Year : 2009 | Volume
: 20 | Issue : 5 | Page : 806--810
Analysis of causes of mortality in patients with autosomal dominant polycystic kidney disease: A single center study
Ebadur Rahman, Faraz A Niaz, Abdulkareem Al-Suwaida, Shahpar Nahrir, Mohammed Bashir, Habibur Rahman, Durdana Hammad
Department of Medicine, King Khalid University Hospital, Riyadh, Saudi Arabia
Department of Medicine (38) Division of Nephrology, King Khalid University Hospital P.O. Box 2925, Riyadh 11461
This study was aimed at determining the median survival and most frequent causes of death in patients with the Autosomal Dominant Polycystic Kidney Disease (ADPKD). A retrospective, observational analysis was made on patients registered with a diagnosis of ADPKD, in the computer records of the Sheffield Kidney Institute (SKI), United Kingdom, during the years 1981 to 1999. Data on 363 patients were analyzed from these computer records and further information, if any, was obtained from the patients«SQ» clinical notes. During this period, 88 patients died. The median age of the patients who died was 60.5 years, with the youngest being 37 years old and the oldest being 82 years. The major causes of death in this study group were cardiovascular (46.6%), infection (15.9%), central nervous system (CNS) disorders (11.36%), and miscellaneous causes (11.36%). Our study suggests that the major cause of death in patients with ADPKD was cardiovascular followed by infection, of which 42% of the deaths were due to septicemia. CNS causes of death comprised 11.36% of whom 60% had cerebrovascular events including subarachnoid hemorrhage in 20% of the patients. Uremia was the cause of death in only 2.2% of the patients in this series.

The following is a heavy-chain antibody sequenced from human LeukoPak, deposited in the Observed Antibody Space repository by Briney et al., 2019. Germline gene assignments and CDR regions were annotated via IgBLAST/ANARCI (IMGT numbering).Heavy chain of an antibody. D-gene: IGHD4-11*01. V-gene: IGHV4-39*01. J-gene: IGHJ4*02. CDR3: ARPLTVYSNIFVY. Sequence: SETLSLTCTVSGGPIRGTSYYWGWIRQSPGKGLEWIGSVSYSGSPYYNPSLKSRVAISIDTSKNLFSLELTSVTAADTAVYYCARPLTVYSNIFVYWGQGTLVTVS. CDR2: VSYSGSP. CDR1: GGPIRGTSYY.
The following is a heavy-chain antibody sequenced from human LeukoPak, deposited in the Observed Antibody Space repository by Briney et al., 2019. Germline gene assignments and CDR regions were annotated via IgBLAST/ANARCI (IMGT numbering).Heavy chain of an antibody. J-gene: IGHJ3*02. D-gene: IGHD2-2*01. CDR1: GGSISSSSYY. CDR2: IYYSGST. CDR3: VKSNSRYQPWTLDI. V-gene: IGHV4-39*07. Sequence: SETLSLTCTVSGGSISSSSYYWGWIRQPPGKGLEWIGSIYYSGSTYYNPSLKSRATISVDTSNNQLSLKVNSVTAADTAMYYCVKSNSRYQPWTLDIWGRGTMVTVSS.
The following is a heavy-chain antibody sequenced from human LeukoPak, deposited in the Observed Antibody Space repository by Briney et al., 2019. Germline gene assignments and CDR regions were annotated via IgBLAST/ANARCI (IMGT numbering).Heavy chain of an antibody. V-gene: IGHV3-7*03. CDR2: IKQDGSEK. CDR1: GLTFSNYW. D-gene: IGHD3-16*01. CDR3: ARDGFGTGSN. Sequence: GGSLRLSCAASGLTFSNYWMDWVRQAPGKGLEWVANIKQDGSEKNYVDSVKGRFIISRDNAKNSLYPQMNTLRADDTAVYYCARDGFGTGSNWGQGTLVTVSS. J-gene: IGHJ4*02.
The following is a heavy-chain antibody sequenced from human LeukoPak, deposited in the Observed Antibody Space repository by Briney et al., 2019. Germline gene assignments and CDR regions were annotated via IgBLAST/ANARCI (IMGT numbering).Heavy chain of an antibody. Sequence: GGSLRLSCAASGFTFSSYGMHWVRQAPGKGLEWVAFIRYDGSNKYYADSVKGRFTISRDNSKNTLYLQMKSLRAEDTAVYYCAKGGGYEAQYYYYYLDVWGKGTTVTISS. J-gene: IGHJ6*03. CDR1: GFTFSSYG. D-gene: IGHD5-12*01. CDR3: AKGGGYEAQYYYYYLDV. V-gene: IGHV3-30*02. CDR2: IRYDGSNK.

|How to cite this article:|
Rahman E, Niaz FA, Al-Suwaida A, Nahrir S, Bashir M, Rahman H, Hammad D. Analysis of causes of mortality in patients with autosomal dominant polycystic kidney disease: A single center study.Saudi J Kidney Dis Transpl 2009;20:806-810
|How to cite this URL:|
Rahman E, Niaz FA, Al-Suwaida A, Nahrir S, Bashir M, Rahman H, Hammad D. Analysis of causes of mortality in patients with autosomal dominant polycystic kidney disease: A single center study. Saudi J Kidney Dis Transpl [serial online] 2009 [cited 2020 Jul 11 ];20:806-810
Available from: http://www.sjkdt.org/text.asp?2009/20/5/806/55366
Autosomal Dominant Polycystic Kidney Disease (ADPKD)) is the most common hereditary kidney disease,  characterized by replacement of functioning renal parenchyma with cysts and increase in the volume of the kidney. Patients with ADPKD are at high risk for renal and extra-renal complications, resulting in high morbidity and mortality, especially due to cardiovascular complications.